Like the last roundup post for the 1999 album, this one has been an especially long time coming: I wrote my first “in-sequence” post on 1999-era ephemera way back in November of 2018, when we were all about 50 years younger. It didn’t help, of course, that last fall’s Super Deluxe Edition of 1999 dropped a bunch of new recordings into our collective laps (not that I’m complaining, of course!). With this post, though, I’m finally putting 1999 behind me (at least until a Super Super Deluxe Edition makes the current one obsolete). Purple Rain awaits. But first, my ranking of these odds ‘n’ sods:
15. “Colleen” If its abysmal showing in the Patreon polls that determined the order of the “bonus track” posts is any indication, my indifference to this funky, but slight instrumental is widely shared, at least among supporters of the blog. Also, Prince didn’t initially bother giving it a title… so, there’s that.
14. “Dance to the Beat” This forgotten missing link between the Time’s first and second albums isn’t bad, but neither is it anything to write home about; there’s presumably a reason why, at least to date, no studio recording seems to exist.
13. “You’re All I Want” This one made a very cute story (and a priceless birthday present!) for Peggy McCreary, and its hook led to another song you’ll see further up the list; on its own merits, though, I’d rank it as no better than “fine.”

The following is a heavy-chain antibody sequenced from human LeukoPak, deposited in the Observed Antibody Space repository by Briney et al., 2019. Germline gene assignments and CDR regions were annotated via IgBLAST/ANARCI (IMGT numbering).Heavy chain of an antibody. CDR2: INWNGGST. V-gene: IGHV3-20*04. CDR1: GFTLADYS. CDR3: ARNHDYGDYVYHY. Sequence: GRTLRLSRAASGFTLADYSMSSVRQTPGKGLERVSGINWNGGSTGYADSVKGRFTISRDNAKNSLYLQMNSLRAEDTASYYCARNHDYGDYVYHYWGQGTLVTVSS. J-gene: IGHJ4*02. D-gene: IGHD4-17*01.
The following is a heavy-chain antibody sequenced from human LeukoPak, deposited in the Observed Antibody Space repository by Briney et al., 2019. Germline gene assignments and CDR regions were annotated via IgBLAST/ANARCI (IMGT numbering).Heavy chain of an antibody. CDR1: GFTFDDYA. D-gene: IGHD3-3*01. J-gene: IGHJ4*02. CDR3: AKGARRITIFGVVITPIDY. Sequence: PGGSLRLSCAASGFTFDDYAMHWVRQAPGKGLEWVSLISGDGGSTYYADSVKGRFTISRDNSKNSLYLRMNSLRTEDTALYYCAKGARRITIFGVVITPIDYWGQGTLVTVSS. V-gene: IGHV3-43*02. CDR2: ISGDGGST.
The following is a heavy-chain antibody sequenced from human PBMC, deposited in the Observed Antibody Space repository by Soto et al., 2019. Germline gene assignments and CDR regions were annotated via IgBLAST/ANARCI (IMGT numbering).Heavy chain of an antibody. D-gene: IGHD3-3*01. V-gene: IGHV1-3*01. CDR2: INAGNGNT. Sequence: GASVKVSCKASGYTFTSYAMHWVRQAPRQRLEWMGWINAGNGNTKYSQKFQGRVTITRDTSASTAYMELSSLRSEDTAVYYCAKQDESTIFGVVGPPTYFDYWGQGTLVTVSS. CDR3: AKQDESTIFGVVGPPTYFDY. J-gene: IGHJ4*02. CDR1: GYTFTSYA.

11. “If It’ll Make U Happy” I really wanted the full version of this to do more for me after the leaked fragment left me slightly cold; but it’s really just more of what I’d already heard. A nice enough track, but I can see why it never found a proper home.
10. “You’re My Love” I know I’m not the only weirdo with a soft spot for this croonfest, later gifted to Kenny Rogers; but I’m definitely in the minority. That just makes my affection stronger.
9. “Don’t Let Him Fool Ya” Like I said in my original post, this is both a complete throwaway and an absolute banger. I can’t with good conscience rank it higher on this list, but what I can do is crank it in my car with my windows down on a sunny day.
8. “Vagina” I’ll admit that I may be ranking this a bit lower than it deserves, just because it failed to live up to my (arguably unrealistic) expectations; still a fascinating oddity of a song, and one of the highlights of 1999 Super Deluxe.
7. “No Call U” I went back and forth between giving the nod to this or the similar-toned “Don’t Let Him Fool Ya”; I ultimately went with this one on account of it having an actual chorus. Also, Jill Jones. I mean, am I right?
6. “Horny Toad” Sometimes I feel like the lone voice in the wilderness on this song, but like I said about “You’re My Love” above, that just makes me love it more. Or, as Prince put it, the more you scream, the nastier I get.
5. “Turn It Up” As always, the top five could basically be shuffled in any order and still be accurate; today, though, I’m leaning toward this being a great performance of a just-okay song.